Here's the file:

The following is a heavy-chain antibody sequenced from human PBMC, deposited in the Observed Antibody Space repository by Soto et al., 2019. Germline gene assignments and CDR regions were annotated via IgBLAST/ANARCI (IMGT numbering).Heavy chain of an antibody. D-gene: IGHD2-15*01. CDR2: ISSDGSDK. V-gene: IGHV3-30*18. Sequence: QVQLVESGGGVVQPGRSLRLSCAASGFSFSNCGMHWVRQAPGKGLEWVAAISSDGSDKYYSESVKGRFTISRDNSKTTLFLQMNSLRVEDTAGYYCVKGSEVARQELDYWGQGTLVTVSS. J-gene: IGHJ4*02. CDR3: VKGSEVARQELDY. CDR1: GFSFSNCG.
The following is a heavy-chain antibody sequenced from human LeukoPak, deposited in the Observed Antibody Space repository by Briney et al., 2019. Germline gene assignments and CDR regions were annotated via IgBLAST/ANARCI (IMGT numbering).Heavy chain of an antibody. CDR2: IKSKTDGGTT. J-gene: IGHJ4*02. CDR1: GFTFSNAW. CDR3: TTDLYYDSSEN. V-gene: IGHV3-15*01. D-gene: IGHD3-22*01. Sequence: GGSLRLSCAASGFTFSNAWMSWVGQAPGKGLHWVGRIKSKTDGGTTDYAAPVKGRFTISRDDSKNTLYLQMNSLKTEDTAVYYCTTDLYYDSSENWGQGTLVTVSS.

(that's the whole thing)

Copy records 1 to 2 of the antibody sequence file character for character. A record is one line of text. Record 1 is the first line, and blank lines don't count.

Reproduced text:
The following is a heavy-chain antibody sequenced from human PBMC, deposited in the Observed Antibody Space repository by Soto et al., 2019. Germline gene assignments and CDR regions were annotated via IgBLAST/ANARCI (IMGT numbering).Heavy chain of an antibody. D-gene: IGHD2-15*01. CDR2: ISSDGSDK. V-gene: IGHV3-30*18. Sequence: QVQLVESGGGVVQPGRSLRLSCAASGFSFSNCGMHWVRQAPGKGLEWVAAISSDGSDKYYSESVKGRFTISRDNSKTTLFLQMNSLRVEDTAGYYCVKGSEVARQELDYWGQGTLVTVSS. J-gene: IGHJ4*02. CDR3: VKGSEVARQELDY. CDR1: GFSFSNCG.
The following is a heavy-chain antibody sequenced from human LeukoPak, deposited in the Observed Antibody Space repository by Briney et al., 2019. Germline gene assignments and CDR regions were annotated via IgBLAST/ANARCI (IMGT numbering).Heavy chain of an antibody. CDR2: IKSKTDGGTT. J-gene: IGHJ4*02. CDR1: GFTFSNAW. CDR3: TTDLYYDSSEN. V-gene: IGHV3-15*01. D-gene: IGHD3-22*01. Sequence: GGSLRLSCAASGFTFSNAWMSWVGQAPGKGLHWVGRIKSKTDGGTTDYAAPVKGRFTISRDDSKNTLYLQMNSLKTEDTAVYYCTTDLYYDSSENWGQGTLVTVSS.